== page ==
Lomography Nour Triplet V 2.0/64 Bokeh Control Art Lens Launched on Kickstarter

October 10th, 2023 Jump to Comment Section 2
Lomography Nour Triplet V 2.0/64 Bokeh Control Art Lens Launched on Kickstarter

Lomography launches yet another historically inspired lens – the Nour Triplet V 2.0/64 Bokeh Control Art Lens. The optical design is a take on the classic triplet but with a twist – manual control over some unique characteristics such as sharpness and bubble bokeh.

The Nour triplet is a 64mm f2.0 FF mirrorless lens. it will come in three different mounts – Canon RF, Sony E, or Nikon Z. The Nour will be available in two different flavors: Black anodized aluminum or golden-brown brass (with black control rings). Three control points are onboard: A focus ring, an aperture ring, and a sliding knob to control spherical aberrations resulting in control over the general sharpness (and softness) of the subject in focus, and the bokeh rendering, from soft-edged so “bubble bokeh”.

Bokeh control. Image: Lomography campaign page, Photos by Nick Collingwood
Video source: Lomography campaign page

Additional control over bokeh rendering is achieved by rear-mounted drop-in filters. They will turn your everyday “bokeh-balls” into stars, hearts, and other funky shapes. Installation requires detachment of the lens and unscrewing a rear element, but is a simple and completely user-friendly mechanism.

The front filter thread is 55mm, and the minimum focus distance is 60cm (so no macro capability). 15 blades of aperture will take you from f2.0 to f16. The weight is 620g (1.3 lbs) for the brass version and 395g (0.87 lbs) for the aluminum lens.

It’s not a bug, it’s a feature!

The Nour takes an alternate path, taking what is considered optical defects and turning them into a desirable effect. This path gained popularity in recent years as more and more cinematographers and photographers try to replicate some nostalgic essence in their imagery. We’ve seen several manifestations of this trend, including the rehousing of old lenses, newly manufactured classic designs, or just adapting classic lenses to modern cameras. This trend may be discarded as a hipster whim, a gimmick, or just plain kitsch but there are actually some relevant arguments supporting it:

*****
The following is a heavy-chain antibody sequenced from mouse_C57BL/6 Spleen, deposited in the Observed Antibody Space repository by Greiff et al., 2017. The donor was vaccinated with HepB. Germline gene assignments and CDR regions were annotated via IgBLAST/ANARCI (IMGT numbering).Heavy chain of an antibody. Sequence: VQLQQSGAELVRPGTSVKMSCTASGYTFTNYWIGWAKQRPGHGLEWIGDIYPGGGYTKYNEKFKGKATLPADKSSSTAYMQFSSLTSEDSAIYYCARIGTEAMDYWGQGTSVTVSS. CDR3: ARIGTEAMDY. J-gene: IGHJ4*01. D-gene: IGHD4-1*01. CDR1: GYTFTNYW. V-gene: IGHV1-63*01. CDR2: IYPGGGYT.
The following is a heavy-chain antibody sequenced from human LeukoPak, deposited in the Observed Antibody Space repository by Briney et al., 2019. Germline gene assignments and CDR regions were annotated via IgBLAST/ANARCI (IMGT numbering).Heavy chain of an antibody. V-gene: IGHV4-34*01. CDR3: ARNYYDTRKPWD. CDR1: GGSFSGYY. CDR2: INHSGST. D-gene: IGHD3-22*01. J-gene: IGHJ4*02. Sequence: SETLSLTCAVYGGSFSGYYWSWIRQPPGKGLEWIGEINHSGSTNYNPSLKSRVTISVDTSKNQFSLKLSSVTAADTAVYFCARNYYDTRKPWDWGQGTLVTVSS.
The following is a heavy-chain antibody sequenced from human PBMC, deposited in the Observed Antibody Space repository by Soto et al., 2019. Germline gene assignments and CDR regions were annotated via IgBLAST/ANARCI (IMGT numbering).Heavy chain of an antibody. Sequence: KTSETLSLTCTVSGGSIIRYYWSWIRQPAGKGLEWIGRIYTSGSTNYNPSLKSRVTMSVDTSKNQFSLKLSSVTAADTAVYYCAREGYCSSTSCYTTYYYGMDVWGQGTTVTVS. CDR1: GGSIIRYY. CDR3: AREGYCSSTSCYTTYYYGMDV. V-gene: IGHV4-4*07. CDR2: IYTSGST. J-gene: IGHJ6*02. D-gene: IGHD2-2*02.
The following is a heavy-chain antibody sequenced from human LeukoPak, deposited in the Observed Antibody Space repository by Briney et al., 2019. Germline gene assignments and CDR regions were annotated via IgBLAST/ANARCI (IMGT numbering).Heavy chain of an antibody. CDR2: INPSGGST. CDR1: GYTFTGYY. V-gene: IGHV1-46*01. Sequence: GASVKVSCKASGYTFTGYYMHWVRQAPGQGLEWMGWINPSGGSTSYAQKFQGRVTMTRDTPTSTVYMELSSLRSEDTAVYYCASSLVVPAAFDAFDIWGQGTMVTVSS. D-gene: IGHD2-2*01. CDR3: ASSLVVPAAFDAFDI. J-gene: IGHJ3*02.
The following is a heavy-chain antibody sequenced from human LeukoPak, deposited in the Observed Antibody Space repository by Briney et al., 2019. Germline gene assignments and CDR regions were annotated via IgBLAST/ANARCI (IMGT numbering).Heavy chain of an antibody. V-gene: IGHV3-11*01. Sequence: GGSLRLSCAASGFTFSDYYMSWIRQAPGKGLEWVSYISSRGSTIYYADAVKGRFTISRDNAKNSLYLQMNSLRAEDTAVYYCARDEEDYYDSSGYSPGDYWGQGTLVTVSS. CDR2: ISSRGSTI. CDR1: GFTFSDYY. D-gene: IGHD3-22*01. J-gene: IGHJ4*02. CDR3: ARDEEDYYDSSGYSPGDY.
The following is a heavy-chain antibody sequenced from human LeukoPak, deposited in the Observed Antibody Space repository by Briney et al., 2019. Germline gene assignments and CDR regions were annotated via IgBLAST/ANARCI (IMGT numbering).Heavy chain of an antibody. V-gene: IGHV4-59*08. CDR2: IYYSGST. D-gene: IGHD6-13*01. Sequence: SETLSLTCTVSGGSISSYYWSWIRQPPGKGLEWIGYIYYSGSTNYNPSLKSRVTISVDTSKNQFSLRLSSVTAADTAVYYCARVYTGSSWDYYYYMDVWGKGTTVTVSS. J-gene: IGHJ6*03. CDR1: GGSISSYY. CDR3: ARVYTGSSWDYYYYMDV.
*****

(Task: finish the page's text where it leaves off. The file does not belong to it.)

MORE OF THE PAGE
Sample Shots by the Nour triplet 64 f2.0 bokeh control lens

Modern lenses are just too perfect

High-resolution digital sensors provide an amazing level of fine detail, way finer than film. As sensors have gotten better, they’ve exposed optical flaws which have created an incentive for lens manufacturers to improve them and create lenses that will out-resolve the sensor. But something was lost along the way. It may be no more than our nostalgic yearns but cinema is a nostalgic medium. The clinical look that modern lenses provide may not align with some of our expectations, and we’ll soon discover that softening an image isn’t fixed that easily in post.

High-end cinematic lenses are pricy, to say the least

Even a single high-end cinema lens from ARRI, ZEISS, Schneider, Cooke, or Canon will set you back a significant sum. A cinematic set will cost as much as a nice car or even a nice house. In stark contrast – a full vintage FF prime set can be purchased for hundreds or a couple of thousands of dollars/euros. As cameras drop in price and a broader crowd enters the halls of filmmaking, affordable optics are required. This, in turn, changes the way young filmmakers perceive the “cinematic look” as more projects are filmed using affordable optics

Small screens, loose standards